You only love each other for the money that is involved in the business – both ways. For you will love them when their investments will help you grow business and they will reciprocate till your business helps their money grow. The answer lies in keeping them satisfied with timely returns and build trust. Trust is built over time and you’ll have to prove your worth and their trust in you as well. That’s when you will have a long term relationship – with trust.

Expectations #4

The traditional office spaces will be a thing of past and that human interaction is a highly overrated thing. It just requires proper planning to get and control a virtual team – just leverage the internet. That way I can get natural talent at a cheaper rate from any corner of the world working exclusively for me.

Reality #4

Definitely, a revolution in the form of the remote workplace is doing rounds since past couple of years. There are already a few solutions available in the market that makes the remote working experience smooth. Nonetheless, there’s an old saying you can modify: “keep your friends close, your enemies closer, and your core team the closest”.

Distilling it further, keeping offices least virtual during the initial days will really benefit the business. This is because the emergencies may arise anytime and you will have to take certain decisions on the floor. You might not always have the luxury of Skype calls. There is no way you can replace the physical presence of a team. Building your A-team is the essential part which plays a larger role to define the future of your startup.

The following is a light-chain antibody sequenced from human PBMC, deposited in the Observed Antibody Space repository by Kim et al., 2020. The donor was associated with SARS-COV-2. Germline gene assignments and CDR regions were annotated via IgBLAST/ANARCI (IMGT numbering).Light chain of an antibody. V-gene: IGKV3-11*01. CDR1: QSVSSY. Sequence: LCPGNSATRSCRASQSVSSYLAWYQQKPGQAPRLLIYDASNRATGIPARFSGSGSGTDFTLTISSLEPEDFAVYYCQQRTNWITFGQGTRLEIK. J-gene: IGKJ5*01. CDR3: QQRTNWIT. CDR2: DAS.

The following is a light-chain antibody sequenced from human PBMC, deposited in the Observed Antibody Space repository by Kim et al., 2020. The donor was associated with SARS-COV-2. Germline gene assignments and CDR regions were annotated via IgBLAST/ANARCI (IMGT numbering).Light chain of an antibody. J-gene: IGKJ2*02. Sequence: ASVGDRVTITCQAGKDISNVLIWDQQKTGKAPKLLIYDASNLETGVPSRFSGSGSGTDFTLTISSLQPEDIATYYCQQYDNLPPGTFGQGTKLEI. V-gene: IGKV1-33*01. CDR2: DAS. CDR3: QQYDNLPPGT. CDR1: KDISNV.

Being on floor real-time will also help you supervise the team collaboration and impact. This motivates the team as well, enabling team to run smoothly and cohesively. You may well witness a few signs of things happening in a jiffy on a floor which you’d miss during a short Skype call.

Expectation #5

I came up with the idea and I helped to raise the fund as well. Then why should I give up my share of equity to tech partner? I should be retaining the majority stake in the company and he should be happy with whatever the company has to offer as a part of the equity.

Reality #5

Here’s an interesting story about the idea:

It was not Thomas Edison who invented the light bulb first. He actually worked to make it commercially viable. There were many others chasing to be the 1st one to create a commercial light bulb. But we all know who did it first.

Hence, though ideas are important…executing ideas is the key.

Techies see themselves as valuable assets these days and they do have all the potential to add significant value to the startup. A good, capable developer is easily snapped up by other companies and therefore, the one whom you trust can be the most valuable asset in your team. Giving even a bit more than 50% will have your business reaping the best possible advantages. Or imagine giving less and then seeing the app you just developed disappearing from the app store itself.  An idea way out is to have a mutual agreement at the beginning itself with all the clarifications put on paper.

If you are an entrepreneur now, I am sure you must have had a few things in your head while starting up. What were those expectations? Were you right expecting it? If no, what was your reality when you actually started making money? Do share your thoughts in the comments.